- Interior Secretary Ryan Zinke’s allies touted his many reforms and policy changes.
- President Donald Trump announced Zinke’s resignation Saturday amid a slew of ethics investigations.
- Zinke rolled back restrictive Obama-era policies and implemented Trump’s “energy dominance” agenda.
President Donald Trump announced Interior Secretary Ryan Zinke’s resignation Saturday amid a slew of ethics investigations into the former Navy SEAL.
The news came as a shock to many of his staunchest allies who touted the major reforms and policy changes Zinke set in motion.
Among Zinke’s major accomplishments were rolling back restrictive Obama-era land use policies, restructuring the Interior Department and how it does business and implementing Trump’s “energy dominance” agenda.
“In the world of Washington politics, Zinke was an anomaly,” said Republican Utah Rep. Rob Bishop, chairman of the House Committee on Natural Resources.
Bishop praised Zinke’s restructuring of the Interior Department, which includes moving offices out West, and tackling the agency’s nearly $12 billion maintenance backlog for National Parks.
“Where others dithered he got stuff done. We owe him a debt of gratitude,” Bishop said in an emailed statement. (RELATED: Meet The Man Likely To Replace Interior Secretary Ryan Zinke)
Probably the most visible impacts of Zinke’s tenure was the opening up of more lands to energy development, and the scaling back of two national monuments created by Presidents Bill Clinton and Barack Obama.
“Streamlining permitting under the National Environmental Policy Act, reforming regulations on methane venting and flaring, and reorganizing Bears Ears National Monument are just a few of his many significant contributions,” said Tom Pyle, president of the American Energy Alliance and former Trump transition team member.
Zinke’s team undertook the most thorough review of Antiquities Act designations in decades to identify potential abuses of past administrations. Trump signed orders in December 2017 to shrink the Bears Ears and Grand Staircase-Escalante monuments in Utah based on Zinke’s recommendations.
Environmental activists and Democrats opposed shrinking the monuments. However, local landowners and Native Americans supported shrinking the monuments, which they saw as harmful to land rights.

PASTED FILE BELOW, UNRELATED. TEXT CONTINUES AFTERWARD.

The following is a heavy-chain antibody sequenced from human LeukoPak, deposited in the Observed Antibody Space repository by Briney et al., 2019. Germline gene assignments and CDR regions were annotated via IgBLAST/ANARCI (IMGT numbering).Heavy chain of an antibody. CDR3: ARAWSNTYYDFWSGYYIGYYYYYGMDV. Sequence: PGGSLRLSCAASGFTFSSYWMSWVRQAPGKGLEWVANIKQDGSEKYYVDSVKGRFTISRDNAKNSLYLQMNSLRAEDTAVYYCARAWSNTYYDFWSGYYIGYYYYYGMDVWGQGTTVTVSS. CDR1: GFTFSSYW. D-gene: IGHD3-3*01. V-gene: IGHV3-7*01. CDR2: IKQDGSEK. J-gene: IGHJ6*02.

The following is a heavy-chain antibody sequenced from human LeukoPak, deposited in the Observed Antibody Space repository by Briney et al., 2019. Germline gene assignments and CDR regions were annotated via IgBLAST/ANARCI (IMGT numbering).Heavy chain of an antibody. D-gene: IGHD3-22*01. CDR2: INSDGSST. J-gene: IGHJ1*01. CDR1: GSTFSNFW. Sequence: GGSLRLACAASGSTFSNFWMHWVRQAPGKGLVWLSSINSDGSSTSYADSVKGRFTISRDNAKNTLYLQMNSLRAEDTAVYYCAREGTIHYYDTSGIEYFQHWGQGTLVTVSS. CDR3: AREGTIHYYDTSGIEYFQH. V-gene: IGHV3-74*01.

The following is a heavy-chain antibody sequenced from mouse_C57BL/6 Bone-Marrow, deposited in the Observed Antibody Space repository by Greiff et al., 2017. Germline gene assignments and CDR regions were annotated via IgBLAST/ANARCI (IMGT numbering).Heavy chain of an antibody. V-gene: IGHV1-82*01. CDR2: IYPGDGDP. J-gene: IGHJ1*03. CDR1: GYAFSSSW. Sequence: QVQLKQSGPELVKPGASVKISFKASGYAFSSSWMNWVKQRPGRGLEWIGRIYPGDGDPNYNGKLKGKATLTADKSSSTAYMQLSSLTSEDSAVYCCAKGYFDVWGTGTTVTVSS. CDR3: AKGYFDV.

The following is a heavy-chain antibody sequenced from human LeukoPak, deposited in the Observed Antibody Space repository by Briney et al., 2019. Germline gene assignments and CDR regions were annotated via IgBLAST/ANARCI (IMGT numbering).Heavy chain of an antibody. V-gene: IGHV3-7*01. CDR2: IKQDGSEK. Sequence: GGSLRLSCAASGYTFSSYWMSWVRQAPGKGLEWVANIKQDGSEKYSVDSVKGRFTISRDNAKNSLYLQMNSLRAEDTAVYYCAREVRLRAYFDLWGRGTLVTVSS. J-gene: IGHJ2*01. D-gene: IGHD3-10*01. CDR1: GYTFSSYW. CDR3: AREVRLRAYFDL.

“Most importantly, Zinke has unleashed American energy potential by tapping into the vast resource reserves on federal lands and opening up previously unexplored areas to development,” Pyle said in an emailed statement.
Federal onshore oil production hit record levels during the first half of 2018. Republicans and conservatives often criticized the Obama administration for holding back energy production on federal lands.
Zinke’s team began rewriting the Obama administration’s five-year plan for offshore drilling. Zinke’s draft five-year plan opened up nearly all U.S. offshore areas to energy exploration, including areas off the eastern seaboard.
The Interior Department also revised Obama-era offshore drilling safety regulations put in place in the wake of the 2010 Deepwater Horizon oil spill. Interior officials said the rule would cut compliance costs without sacrificing safety.
A major part of Zinke’s focus was helping Alaska once again become an energy powerhouse by opening up more lands and waters to oil and gas leases. Zinke’s efforts were supported by Alaska Republicans who wanted to see their state’s economy lifted up after eight years of restrictive Obama administration policies.
“I was disappointed to learn that Secretary Zinke is stepping down,” Republican Alaska Senator Lisa Murkowski tweeted. “After years of frustration with the Department, he came in and took a very different approach.”
From responsible development in the 1002 Area, a life-saving road for King Cove, efforts to secure energy dominance & eliminate the maintenance backlog at our National Parks, @SecretaryZinke has accomplished good things for our nation. We will miss him but wish him the best.
— Sen. Lisa Murkowski (@lisamurkowski) December 15, 2018
Zinke’s likely successor, the Interior’s current deputy secretary David Bernhardt, will oversee the opening of the Arctic National Wildlife Refuge’s (ANWR) coastal plain, or 1002 Area. ANWR, the centerpiece of decades of political battles, was opened as part of GOP-led tax cuts passed in 2017.
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